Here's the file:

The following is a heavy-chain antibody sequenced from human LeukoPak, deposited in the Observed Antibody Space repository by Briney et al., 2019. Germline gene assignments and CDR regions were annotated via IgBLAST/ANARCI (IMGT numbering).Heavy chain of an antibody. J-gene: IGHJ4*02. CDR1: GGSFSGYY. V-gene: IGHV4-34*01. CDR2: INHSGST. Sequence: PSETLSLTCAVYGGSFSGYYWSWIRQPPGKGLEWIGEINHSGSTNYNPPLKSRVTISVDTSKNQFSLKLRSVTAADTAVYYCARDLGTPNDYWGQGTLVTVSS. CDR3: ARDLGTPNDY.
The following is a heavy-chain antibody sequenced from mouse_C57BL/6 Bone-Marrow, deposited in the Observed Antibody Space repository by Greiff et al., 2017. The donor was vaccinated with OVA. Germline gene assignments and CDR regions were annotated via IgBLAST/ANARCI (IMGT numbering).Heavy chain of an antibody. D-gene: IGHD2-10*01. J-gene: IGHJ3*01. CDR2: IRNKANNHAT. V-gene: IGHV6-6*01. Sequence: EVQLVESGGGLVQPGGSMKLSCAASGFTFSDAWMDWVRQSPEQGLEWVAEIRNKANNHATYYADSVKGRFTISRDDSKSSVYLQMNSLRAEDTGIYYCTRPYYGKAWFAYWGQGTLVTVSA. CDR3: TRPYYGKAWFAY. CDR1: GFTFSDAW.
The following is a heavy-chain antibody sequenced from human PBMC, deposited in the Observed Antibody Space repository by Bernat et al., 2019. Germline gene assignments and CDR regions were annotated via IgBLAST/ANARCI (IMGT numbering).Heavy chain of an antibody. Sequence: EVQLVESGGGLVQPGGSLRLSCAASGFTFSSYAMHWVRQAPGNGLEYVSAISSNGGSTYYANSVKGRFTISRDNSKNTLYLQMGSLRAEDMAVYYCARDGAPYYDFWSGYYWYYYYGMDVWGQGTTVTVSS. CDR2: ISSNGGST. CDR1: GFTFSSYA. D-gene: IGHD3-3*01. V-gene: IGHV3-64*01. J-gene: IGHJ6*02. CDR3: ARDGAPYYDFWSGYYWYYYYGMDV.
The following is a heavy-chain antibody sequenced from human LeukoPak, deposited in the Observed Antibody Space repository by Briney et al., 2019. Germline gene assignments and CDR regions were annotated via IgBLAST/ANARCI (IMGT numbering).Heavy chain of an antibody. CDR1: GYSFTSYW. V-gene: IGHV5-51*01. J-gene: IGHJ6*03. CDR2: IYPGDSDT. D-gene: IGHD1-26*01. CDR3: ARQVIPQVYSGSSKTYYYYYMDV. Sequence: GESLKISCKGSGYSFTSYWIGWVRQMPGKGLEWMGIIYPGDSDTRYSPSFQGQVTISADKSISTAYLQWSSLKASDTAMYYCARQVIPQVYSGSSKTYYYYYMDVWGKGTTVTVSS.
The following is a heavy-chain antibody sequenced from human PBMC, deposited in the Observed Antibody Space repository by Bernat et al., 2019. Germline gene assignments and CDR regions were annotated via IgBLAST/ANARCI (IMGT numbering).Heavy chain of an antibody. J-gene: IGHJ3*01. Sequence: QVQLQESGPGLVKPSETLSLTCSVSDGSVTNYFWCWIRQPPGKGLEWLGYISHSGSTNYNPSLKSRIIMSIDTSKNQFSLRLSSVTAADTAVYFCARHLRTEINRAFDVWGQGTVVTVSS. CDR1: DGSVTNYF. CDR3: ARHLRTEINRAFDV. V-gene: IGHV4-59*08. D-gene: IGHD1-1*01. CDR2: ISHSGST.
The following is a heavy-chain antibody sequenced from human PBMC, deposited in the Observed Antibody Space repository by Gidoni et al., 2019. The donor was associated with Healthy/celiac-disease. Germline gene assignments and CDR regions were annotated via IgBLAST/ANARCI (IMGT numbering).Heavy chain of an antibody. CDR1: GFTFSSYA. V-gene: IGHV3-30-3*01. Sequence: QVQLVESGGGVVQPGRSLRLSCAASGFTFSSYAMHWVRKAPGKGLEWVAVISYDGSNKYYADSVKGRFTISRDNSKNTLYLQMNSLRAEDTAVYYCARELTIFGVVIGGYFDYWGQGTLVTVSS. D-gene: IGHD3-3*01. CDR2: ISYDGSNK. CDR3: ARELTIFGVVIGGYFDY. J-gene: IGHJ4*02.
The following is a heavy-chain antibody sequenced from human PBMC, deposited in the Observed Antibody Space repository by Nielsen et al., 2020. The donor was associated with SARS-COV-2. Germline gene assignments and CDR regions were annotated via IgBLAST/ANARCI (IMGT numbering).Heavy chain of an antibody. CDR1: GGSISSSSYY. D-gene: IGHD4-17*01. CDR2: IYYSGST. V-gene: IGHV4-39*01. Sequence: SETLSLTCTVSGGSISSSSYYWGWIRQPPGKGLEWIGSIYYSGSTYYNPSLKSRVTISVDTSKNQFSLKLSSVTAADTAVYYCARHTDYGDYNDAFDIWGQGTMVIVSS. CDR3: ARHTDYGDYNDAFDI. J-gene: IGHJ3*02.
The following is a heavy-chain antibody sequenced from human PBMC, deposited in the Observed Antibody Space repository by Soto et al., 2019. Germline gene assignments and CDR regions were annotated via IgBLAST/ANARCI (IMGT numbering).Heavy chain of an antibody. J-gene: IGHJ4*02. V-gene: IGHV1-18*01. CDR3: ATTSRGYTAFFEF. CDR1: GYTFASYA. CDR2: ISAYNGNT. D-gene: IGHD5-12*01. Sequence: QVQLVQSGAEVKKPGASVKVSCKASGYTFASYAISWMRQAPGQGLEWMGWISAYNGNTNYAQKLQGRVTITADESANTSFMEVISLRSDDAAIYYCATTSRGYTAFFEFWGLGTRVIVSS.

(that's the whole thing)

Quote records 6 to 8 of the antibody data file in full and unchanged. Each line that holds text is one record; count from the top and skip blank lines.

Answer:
The following is a heavy-chain antibody sequenced from human PBMC, deposited in the Observed Antibody Space repository by Gidoni et al., 2019. The donor was associated with Healthy/celiac-disease. Germline gene assignments and CDR regions were annotated via IgBLAST/ANARCI (IMGT numbering).Heavy chain of an antibody. CDR1: GFTFSSYA. V-gene: IGHV3-30-3*01. Sequence: QVQLVESGGGVVQPGRSLRLSCAASGFTFSSYAMHWVRKAPGKGLEWVAVISYDGSNKYYADSVKGRFTISRDNSKNTLYLQMNSLRAEDTAVYYCARELTIFGVVIGGYFDYWGQGTLVTVSS. D-gene: IGHD3-3*01. CDR2: ISYDGSNK. CDR3: ARELTIFGVVIGGYFDY. J-gene: IGHJ4*02.
The following is a heavy-chain antibody sequenced from human PBMC, deposited in the Observed Antibody Space repository by Nielsen et al., 2020. The donor was associated with SARS-COV-2. Germline gene assignments and CDR regions were annotated via IgBLAST/ANARCI (IMGT numbering).Heavy chain of an antibody. CDR1: GGSISSSSYY. D-gene: IGHD4-17*01. CDR2: IYYSGST. V-gene: IGHV4-39*01. Sequence: SETLSLTCTVSGGSISSSSYYWGWIRQPPGKGLEWIGSIYYSGSTYYNPSLKSRVTISVDTSKNQFSLKLSSVTAADTAVYYCARHTDYGDYNDAFDIWGQGTMVIVSS. CDR3: ARHTDYGDYNDAFDI. J-gene: IGHJ3*02.
The following is a heavy-chain antibody sequenced from human PBMC, deposited in the Observed Antibody Space repository by Soto et al., 2019. Germline gene assignments and CDR regions were annotated via IgBLAST/ANARCI (IMGT numbering).Heavy chain of an antibody. J-gene: IGHJ4*02. V-gene: IGHV1-18*01. CDR3: ATTSRGYTAFFEF. CDR1: GYTFASYA. CDR2: ISAYNGNT. D-gene: IGHD5-12*01. Sequence: QVQLVQSGAEVKKPGASVKVSCKASGYTFASYAISWMRQAPGQGLEWMGWISAYNGNTNYAQKLQGRVTITADESANTSFMEVISLRSDDAAIYYCATTSRGYTAFFEFWGLGTRVIVSS.